Pope Francis hosts trans-identifying men at Vatican luncheon

Pope Francis looks on during his weekly general audience on September 20, 2023, at St Peter's square in The Vatican.
Pope Francis looks on during his weekly general audience on September 20, 2023, at St Peter's square in The Vatican. | TIZIANA FABI/AFP via Getty Images

Pope Francis invited a group of trans-identified men to dine with him during a recent luncheon at the Vatican.

The pontiff included the group of trans-identifying men to join him and about 1,000 other poor and homeless people for a lunch last Sunday in the papal audience hall to commemorate the Catholic Church’s World Day of the Poor, according to The Associated Press.

Many of the trans-identifying men are Latin American migrants and prostitutes who live in Torvaianica near Rome, according to the AP, which noted that they and Pope Francis have grown close after he helped them during the COVID-19 pandemic.

After they showed up to the church of the Rev. Andrea Conocchia, who encouraged them to reach out Pope Francis, the pontiff reportedly reached out to meet them as they struggled with lack of income since many were not legally allowed in Italy. During the COVID-19 pandemic, the Vatican bussed the women to a clinic to get the shot even ahead of other Italians, according to the AP. 

They continue to be given prominent seats during his general audience they attend each month, the AP reported. They also reportedly receive medicine, money and shampoo any day they need it.

“Before, the church was closed to us. They didn’t see us as normal people, they saw us as the devil,” said Andrea Paola Torres Lopez, a trans-identifying man from Colombia. “Then Pope Francis arrived and the doors of the church opened for us."

Carla Segovia, a prostitute from Argentina, told Reuters, "We transgenders here in Italy feel a bit more human because the fact that Pope Francis brings us closer to the Church is a beautiful thing."

"Because we need some love," Segovia added.

The luncheon came weeks after the Vatican's doctrinal office issued a document earlier this month explaining that trans-identified individuals can be baptized and serve as godparents in some circumstances.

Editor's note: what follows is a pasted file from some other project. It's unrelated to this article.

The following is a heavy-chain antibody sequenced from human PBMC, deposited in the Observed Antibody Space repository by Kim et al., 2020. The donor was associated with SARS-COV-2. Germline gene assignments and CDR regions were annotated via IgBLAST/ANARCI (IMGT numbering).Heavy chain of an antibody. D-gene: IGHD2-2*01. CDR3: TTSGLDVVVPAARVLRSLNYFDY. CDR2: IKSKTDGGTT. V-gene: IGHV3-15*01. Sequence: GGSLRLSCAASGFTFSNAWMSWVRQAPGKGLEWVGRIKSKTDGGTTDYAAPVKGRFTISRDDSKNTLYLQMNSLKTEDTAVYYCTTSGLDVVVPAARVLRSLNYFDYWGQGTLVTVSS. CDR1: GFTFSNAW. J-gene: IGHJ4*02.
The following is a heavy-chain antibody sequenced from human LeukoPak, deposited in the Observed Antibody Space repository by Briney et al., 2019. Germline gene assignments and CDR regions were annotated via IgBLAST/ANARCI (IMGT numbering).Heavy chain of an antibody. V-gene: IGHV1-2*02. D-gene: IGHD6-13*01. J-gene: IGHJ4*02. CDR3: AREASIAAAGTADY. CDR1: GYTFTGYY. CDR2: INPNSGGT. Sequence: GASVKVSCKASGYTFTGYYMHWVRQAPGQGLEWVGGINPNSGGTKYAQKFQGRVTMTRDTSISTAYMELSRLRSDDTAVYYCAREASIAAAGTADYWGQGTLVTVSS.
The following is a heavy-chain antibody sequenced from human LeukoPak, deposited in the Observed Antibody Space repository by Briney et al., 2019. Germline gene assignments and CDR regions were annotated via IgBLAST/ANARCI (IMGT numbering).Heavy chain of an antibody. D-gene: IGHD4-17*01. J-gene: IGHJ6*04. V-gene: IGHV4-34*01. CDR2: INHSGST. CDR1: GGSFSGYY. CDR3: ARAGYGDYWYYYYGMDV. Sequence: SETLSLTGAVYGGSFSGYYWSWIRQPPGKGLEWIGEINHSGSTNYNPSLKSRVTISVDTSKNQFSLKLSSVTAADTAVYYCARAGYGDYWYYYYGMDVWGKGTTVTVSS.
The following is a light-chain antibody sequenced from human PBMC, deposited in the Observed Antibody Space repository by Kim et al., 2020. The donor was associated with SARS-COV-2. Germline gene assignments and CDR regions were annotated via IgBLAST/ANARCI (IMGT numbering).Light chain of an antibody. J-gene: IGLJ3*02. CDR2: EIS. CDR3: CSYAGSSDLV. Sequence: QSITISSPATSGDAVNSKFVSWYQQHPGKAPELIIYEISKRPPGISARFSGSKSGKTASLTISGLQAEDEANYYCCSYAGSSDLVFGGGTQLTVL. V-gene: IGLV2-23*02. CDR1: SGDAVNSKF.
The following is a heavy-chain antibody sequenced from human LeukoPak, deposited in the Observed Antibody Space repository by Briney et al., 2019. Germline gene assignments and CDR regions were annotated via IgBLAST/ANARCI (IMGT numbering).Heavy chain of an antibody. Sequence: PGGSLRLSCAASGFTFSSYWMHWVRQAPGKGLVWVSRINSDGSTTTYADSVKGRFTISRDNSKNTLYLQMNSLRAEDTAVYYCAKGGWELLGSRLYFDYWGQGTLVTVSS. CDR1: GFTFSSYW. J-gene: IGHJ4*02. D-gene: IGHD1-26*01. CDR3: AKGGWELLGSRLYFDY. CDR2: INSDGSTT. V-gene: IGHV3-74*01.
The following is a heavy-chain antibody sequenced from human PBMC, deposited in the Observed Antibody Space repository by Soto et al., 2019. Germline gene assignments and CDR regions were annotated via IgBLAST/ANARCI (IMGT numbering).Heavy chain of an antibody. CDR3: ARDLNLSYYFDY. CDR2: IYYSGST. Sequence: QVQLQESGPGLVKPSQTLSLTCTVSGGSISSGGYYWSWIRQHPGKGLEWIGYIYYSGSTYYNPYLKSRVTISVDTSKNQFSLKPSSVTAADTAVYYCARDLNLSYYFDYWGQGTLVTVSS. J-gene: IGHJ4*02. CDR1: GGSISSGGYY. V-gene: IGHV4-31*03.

The guidance, which was signed by Cardinal Victor Manuel Fernandéz and approved by Pope Francis on Oct. 31, stipulated that people who have undergone trans surgical procedures or taken cross-sex hormones can be baptized provided "there are no situations in which there is a risk of generating public scandal or disorientation among the faithful."

Citing the Catechism of the Catholic Church, the document notes that when baptism "is received without repentance for grave sins, the subject does not receive sanctifying grace, although they do receive the sacramental character," according to a translation of the document by the Vatican News.

Pope Francis has been publicly critical of transgender ideology, describing it to La Nacion in March as "one of the most dangerous ideological colonizations."

Francis emphasized the difference between endorsing LGBT ideology and being compassionate toward people who struggle with sexuality or gender.

"I always distinguish between what pastoral care is for people who have a different sexual orientation and what gender ideology is," he said. "They are two different things. Gender ideology, at this time, is one of the most dangerous ideological colonizations."

Jon Brown is a reporter for The Christian Post. Send news tips to

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